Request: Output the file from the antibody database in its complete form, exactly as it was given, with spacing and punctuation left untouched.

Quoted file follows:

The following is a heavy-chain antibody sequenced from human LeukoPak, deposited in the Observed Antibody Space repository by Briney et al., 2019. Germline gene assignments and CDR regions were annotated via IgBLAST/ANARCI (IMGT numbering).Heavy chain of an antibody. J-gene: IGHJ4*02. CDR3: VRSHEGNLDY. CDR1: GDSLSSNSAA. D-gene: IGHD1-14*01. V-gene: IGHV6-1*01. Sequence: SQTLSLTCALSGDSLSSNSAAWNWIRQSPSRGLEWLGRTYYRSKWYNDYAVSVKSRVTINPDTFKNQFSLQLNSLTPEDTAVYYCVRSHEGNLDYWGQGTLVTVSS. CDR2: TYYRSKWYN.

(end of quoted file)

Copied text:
The following is a heavy-chain antibody sequenced from human LeukoPak, deposited in the Observed Antibody Space repository by Briney et al., 2019. Germline gene assignments and CDR regions were annotated via IgBLAST/ANARCI (IMGT numbering).Heavy chain of an antibody. J-gene: IGHJ4*02. CDR3: VRSHEGNLDY. CDR1: GDSLSSNSAA. D-gene: IGHD1-14*01. V-gene: IGHV6-1*01. Sequence: SQTLSLTCALSGDSLSSNSAAWNWIRQSPSRGLEWLGRTYYRSKWYNDYAVSVKSRVTINPDTFKNQFSLQLNSLTPEDTAVYYCVRSHEGNLDYWGQGTLVTVSS. CDR2: TYYRSKWYN.